Executive Summary

The report exclusively deals with the Accounting and Financial Management. The report has been divided into two broad types. The first part deals with the calculations regarding the payback period, average accounting return and break-even analysis. This part of the report also explains the various aspects of the same. The next half of the report is based on the calculations related with the Horizontal and vertical analysis. Further, it also explains the different patterns and trends present in the Income Statement and Balance Sheet based on the calculations done.

Introduction

The primary objective of accounting in any business is to help that business make the maximum profit after tax. Unless accounting makes its full contribution to that objective, its cost cannot be justified. In today’s industry, one of the ways accounting pays for itself is to help management to control operations. Another way is to help management utilize its working capital to the greatest possible advantage.

Every business has important financial concerns and its success or failure depends in a large part on the quality of its financial decisions. Effective financial decision making requires an understanding of the goal(s) of the firm. The widely accepted objective of the firm is to maximize the value of firm for its owners, i.e. to maximize shareholders wealth (MAYER, R. et al, 2005).

Hence, the accounting and financial management has become an integral part of business in the twenty-first century. The concept of payback period, average accounting return, breakeven analysis, trend analysis and vertical analysis are very important for any business, big or small.

Discussion

2.1 Problem 1

A company is considering a capital project costing £ 400,000. The sales forecasts, together with the forecast expenditure are shown below:

Table 1: Sales and Expenditure Forecast

Year

Sales (£)

Cost of Sales (£)

Other variable costs (£)

Fixed costs except depreciation (£)

Depreciation (£)

1

200,000

60,000

20,000

30,000

100,000

2

300,000

90,000

30,000

30,000

100,000

3

400,000

120,000

40,000

30,000

100,000

4

300,000

90,000

30,000

30,000

100,000

1,200,000

360,000

120,000

120,000

400,000

The above problem can be formulated in the form of Income Statement as below:

Table 2: Income Statement of the Company

Years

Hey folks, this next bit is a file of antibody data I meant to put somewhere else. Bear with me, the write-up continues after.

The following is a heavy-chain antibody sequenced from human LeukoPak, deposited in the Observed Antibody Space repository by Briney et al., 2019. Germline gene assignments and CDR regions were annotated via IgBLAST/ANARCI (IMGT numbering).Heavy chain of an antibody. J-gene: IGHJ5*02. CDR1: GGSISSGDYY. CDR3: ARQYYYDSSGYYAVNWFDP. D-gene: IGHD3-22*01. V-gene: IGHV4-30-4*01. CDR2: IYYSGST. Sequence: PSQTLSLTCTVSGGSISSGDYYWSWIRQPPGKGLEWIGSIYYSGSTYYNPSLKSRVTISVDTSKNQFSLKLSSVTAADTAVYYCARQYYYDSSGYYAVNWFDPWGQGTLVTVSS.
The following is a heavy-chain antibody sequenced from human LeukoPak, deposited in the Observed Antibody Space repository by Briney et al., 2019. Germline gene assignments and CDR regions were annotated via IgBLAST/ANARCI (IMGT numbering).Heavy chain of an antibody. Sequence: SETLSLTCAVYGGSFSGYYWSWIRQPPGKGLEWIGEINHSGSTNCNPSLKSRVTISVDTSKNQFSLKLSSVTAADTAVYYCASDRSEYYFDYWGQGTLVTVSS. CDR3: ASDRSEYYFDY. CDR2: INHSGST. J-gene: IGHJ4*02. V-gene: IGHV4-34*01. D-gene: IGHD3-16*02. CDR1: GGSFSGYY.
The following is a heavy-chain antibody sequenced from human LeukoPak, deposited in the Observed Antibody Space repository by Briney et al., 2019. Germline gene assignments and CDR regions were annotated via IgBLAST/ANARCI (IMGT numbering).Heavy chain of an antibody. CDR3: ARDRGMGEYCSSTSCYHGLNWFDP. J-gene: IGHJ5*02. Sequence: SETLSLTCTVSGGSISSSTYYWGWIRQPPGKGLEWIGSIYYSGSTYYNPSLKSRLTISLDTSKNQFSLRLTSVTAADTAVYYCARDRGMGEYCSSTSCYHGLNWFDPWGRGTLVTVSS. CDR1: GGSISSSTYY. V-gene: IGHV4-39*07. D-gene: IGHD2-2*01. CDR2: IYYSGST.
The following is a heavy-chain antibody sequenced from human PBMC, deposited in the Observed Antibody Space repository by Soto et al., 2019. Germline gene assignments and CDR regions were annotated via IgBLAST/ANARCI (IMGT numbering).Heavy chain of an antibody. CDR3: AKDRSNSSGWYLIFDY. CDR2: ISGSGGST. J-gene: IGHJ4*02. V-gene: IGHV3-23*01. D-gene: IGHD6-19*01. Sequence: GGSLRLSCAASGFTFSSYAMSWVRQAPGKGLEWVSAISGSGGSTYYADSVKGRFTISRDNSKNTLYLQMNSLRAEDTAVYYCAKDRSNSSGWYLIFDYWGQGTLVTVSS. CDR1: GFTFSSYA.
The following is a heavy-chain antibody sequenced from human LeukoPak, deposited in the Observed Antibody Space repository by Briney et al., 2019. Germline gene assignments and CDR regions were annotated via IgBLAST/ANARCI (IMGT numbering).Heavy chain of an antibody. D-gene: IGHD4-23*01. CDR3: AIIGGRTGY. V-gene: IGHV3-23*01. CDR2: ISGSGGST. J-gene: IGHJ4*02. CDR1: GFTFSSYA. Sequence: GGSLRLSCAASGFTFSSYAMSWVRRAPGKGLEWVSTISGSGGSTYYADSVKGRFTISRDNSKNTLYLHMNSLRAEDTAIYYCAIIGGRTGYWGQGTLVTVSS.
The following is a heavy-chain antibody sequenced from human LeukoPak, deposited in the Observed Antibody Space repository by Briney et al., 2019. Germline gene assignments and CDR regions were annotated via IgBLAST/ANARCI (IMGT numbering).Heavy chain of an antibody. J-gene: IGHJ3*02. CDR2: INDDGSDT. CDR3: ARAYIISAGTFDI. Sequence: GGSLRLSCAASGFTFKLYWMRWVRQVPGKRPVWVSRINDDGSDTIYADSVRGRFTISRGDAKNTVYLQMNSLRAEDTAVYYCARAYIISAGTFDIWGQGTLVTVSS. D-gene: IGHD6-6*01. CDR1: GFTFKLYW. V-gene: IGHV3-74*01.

1

2

3

4

Sales

200,000

300,000

400,000

300,000

Cost of Sales

(60,000)

(90,000)

(120,000)

(90,000)

Gross Profit:

140,000

210,000

280,000

210,000

Variable Cost

(20,000)

(30,000)

(40,000)

(30,000)

Earnings before Fixed Charges:

120,000

180,000

240,000

180,000

Fixed Cost

(30,000)

(30,000)

(30,000)

(30,000)

Earnings before tax and depreciation:

90,000

150,000

210,000

150,000

Depreciation

(100,000)

(100,000)

(100,000)

(100,000)

Net Income:

-10,000

50,000

110,000

50,000

2.1.1 Calculation of Payback period for the Project

The payback period for the project is the length of time to get your money back (FABOZZI and PETERSON, 2003). In this problem, the company has invested £ 400,000.

The table below shows the expected cash flows in the four years:

Table 3: Expected Cash Flows of the Company

End of Year

Expected Cash Flows

Accumulated Cash Flows

1

90,000

90,000

2

150,000

240,000

3

210,000

450,000

4

150,000

600,000

From the table above, it is clear that at the end of Year 2, the full £400,000 will not be paid back. We need to have some amount from Year 3 as well. The amount needed from Year 4 will be £400,000 – 240,000 = £160,000.

Hence, the payback period is calculated as:

Payback Period:

2 years + 160,000/210,000

= 2.762 years

= 2 years and 9 months (Approx.)

Thus, the Payback period for the company is 2 years and 9 months.

Calculation of the Average Accounting Return

The Average Accounting Return (AAR) measures the return on an investment, after taxes and depreciation, over a specified period. Mathematically, the ratio is equivalent to the expected average earnings less taxes and depreciation, divided by the average book value over the duration of the investment.

According to table 2 above, we need to find the values of:

  • Average project earning after tax and depreciation

Average Net Income = Sum of all Net Incomes / No. Of Years

= (-10,000 + 50,000 + 110,000 + 50,000) / 5

= £ 50,000

  • Average book value of the investment during its life time

The depreciation for each year is £ 100,000. Thus, the yearly book value of investment is given by:

Table 4: Book Values

Year

Book Value

1

400,000

2

300,000

3

200,000

4

100,000

5

0

Average book value = Sum of all book values / No. Of years

= 400,000 + 300,000 + 200,000 + 100,000 + 0 / 5

= £ 200,000

Average Accounting Return (AAR) = 50,000 / 200,000

= 0.25

Therefore, the Average Accounting Return for the invested £ 400,000 after taxes and depreciation is 25 %.

Break-Even Analysis for the Project

One of the most common tools used in evaluating the economic feasibility of a new enterprise or product is the break-even analysis. The break-even point is the point at which revenue is exactly equal to costs (HOLLAND, 1998). At this point, no profit is made and no losses are incurred. The break-even point can be expressed in terms of unit sales or pound sales.